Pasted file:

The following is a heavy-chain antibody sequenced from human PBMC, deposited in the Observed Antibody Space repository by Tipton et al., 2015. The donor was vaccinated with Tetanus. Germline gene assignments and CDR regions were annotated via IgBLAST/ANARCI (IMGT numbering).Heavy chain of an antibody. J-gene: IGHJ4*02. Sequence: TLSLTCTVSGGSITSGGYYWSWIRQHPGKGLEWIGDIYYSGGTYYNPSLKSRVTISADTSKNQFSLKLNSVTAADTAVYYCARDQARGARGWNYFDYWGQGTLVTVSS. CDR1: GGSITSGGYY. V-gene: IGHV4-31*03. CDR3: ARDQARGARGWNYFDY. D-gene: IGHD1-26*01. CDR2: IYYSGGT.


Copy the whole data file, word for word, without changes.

The following is a heavy-chain antibody sequenced from human PBMC, deposited in the Observed Antibody Space repository by Tipton et al., 2015. The donor was vaccinated with Tetanus. Germline gene assignments and CDR regions were annotated via IgBLAST/ANARCI (IMGT numbering).Heavy chain of an antibody. J-gene: IGHJ4*02. Sequence: TLSLTCTVSGGSITSGGYYWSWIRQHPGKGLEWIGDIYYSGGTYYNPSLKSRVTISADTSKNQFSLKLNSVTAADTAVYYCARDQARGARGWNYFDYWGQGTLVTVSS. CDR1: GGSITSGGYY. V-gene: IGHV4-31*03. CDR3: ARDQARGARGWNYFDY. D-gene: IGHD1-26*01. CDR2: IYYSGGT.